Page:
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When to broadcast intentions and when to exploit relationships: Information sharing strategies in the second generation wireless standards contest

This study offers a new approach to understanding the diffusion of a new technology; specifically on the process of information sharing and its influence on a market based standards contest. Since diffusion relies upon adopting firms to gather information and learn about a new technology prior to adoption, communication of a technologys attributes and benefits is essential to the overall process of diffusion. The flow of information from sponsors to adopters is an influential action that serves to impact both the speed and degree of adoption of a new technology and can influence the outcome of market based standards contest. I explore these issues through a case analysis of the wireless phone industry and the 2G standards contest in the United States by studying the information sharing actions and events of two technology sponsors; Ericsson and Qualcomm. I develop a model of information sharing that identifies how aspects of timing, message, media, and target of influence combine to form two primary types of information sharing; cascade and broadcast. This model draws on concepts from the relevant body of literature on standards contests, social networks and communication theories.
Date08 September 2006
CreatorsPotter, Jodi Ann
ContributorsDr. John Prescott, Dr. John Camillus, Dr. Susan Cohen, Dr. Martin Weiss, Dr. Jake Birnberg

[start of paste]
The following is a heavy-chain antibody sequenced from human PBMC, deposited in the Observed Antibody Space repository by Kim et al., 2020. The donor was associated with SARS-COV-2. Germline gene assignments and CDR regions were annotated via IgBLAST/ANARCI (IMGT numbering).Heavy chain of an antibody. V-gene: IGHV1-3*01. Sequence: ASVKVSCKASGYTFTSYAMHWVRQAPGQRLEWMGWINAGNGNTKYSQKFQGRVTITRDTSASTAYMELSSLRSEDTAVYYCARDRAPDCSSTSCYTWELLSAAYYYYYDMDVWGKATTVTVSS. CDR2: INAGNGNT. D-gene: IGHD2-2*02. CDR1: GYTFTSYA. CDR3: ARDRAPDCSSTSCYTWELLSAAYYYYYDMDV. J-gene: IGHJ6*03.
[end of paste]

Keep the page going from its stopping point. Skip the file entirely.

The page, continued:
PublisherUniversity of Pittsburgh
Source SetsUniversity of Pittsburgh
Detected LanguageEnglish
Rightsunrestricted, I hereby certify that, if appropriate, I have obtained and attached hereto a written permission statement from the owner(s) of each third party copyrighted matter to be included in my thesis, dissertation, or project report, allowing distribution as specified below. I certify that the version I submitted is the same as that approved by my advisory committee. I hereby grant to University of Pittsburgh or its agents the non-exclusive license to archive and make accessible, under the conditions specified below, my thesis, dissertation, or project report in whole or in part in all forms of media, now or hereafter known. I retain all other ownership rights to the copyright of the thesis, dissertation or project report. I also retain the right to use in future works (such as articles or books) all or part of this thesis, dissertation, or project report.

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